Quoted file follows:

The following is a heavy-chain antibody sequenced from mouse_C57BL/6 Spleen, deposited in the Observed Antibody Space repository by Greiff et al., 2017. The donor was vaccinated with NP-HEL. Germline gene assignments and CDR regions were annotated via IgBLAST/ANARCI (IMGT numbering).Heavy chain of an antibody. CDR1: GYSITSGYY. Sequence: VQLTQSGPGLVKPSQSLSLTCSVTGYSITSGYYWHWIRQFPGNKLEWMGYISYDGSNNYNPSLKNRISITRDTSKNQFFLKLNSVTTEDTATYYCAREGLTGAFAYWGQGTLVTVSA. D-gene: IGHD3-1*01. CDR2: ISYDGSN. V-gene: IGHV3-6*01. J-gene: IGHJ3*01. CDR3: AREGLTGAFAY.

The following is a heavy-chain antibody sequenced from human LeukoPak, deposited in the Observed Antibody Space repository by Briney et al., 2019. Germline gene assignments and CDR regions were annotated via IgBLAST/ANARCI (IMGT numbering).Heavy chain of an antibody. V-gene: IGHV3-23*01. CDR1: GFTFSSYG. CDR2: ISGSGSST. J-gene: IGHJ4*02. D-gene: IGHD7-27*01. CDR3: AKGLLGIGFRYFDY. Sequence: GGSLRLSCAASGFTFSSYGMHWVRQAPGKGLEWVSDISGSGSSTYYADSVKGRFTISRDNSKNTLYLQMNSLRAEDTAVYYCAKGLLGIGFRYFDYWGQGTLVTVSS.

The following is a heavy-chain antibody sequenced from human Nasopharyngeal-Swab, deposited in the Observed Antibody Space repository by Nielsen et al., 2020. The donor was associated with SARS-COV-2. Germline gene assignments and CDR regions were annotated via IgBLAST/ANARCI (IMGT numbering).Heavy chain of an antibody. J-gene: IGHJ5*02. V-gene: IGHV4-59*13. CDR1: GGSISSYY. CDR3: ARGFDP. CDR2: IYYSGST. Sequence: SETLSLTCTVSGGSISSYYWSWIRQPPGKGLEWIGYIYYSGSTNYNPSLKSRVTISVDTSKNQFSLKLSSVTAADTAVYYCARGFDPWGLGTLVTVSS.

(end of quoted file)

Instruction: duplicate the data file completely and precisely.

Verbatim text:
The following is a heavy-chain antibody sequenced from mouse_C57BL/6 Spleen, deposited in the Observed Antibody Space repository by Greiff et al., 2017. The donor was vaccinated with NP-HEL. Germline gene assignments and CDR regions were annotated via IgBLAST/ANARCI (IMGT numbering).Heavy chain of an antibody. CDR1: GYSITSGYY. Sequence: VQLTQSGPGLVKPSQSLSLTCSVTGYSITSGYYWHWIRQFPGNKLEWMGYISYDGSNNYNPSLKNRISITRDTSKNQFFLKLNSVTTEDTATYYCAREGLTGAFAYWGQGTLVTVSA. D-gene: IGHD3-1*01. CDR2: ISYDGSN. V-gene: IGHV3-6*01. J-gene: IGHJ3*01. CDR3: AREGLTGAFAY.

The following is a heavy-chain antibody sequenced from human LeukoPak, deposited in the Observed Antibody Space repository by Briney et al., 2019. Germline gene assignments and CDR regions were annotated via IgBLAST/ANARCI (IMGT numbering).Heavy chain of an antibody. V-gene: IGHV3-23*01. CDR1: GFTFSSYG. CDR2: ISGSGSST. J-gene: IGHJ4*02. D-gene: IGHD7-27*01. CDR3: AKGLLGIGFRYFDY. Sequence: GGSLRLSCAASGFTFSSYGMHWVRQAPGKGLEWVSDISGSGSSTYYADSVKGRFTISRDNSKNTLYLQMNSLRAEDTAVYYCAKGLLGIGFRYFDYWGQGTLVTVSS.

The following is a heavy-chain antibody sequenced from human Nasopharyngeal-Swab, deposited in the Observed Antibody Space repository by Nielsen et al., 2020. The donor was associated with SARS-COV-2. Germline gene assignments and CDR regions were annotated via IgBLAST/ANARCI (IMGT numbering).Heavy chain of an antibody. J-gene: IGHJ5*02. V-gene: IGHV4-59*13. CDR1: GGSISSYY. CDR3: ARGFDP. CDR2: IYYSGST. Sequence: SETLSLTCTVSGGSISSYYWSWIRQPPGKGLEWIGYIYYSGSTNYNPSLKSRVTISVDTSKNQFSLKLSSVTAADTAVYYCARGFDPWGLGTLVTVSS.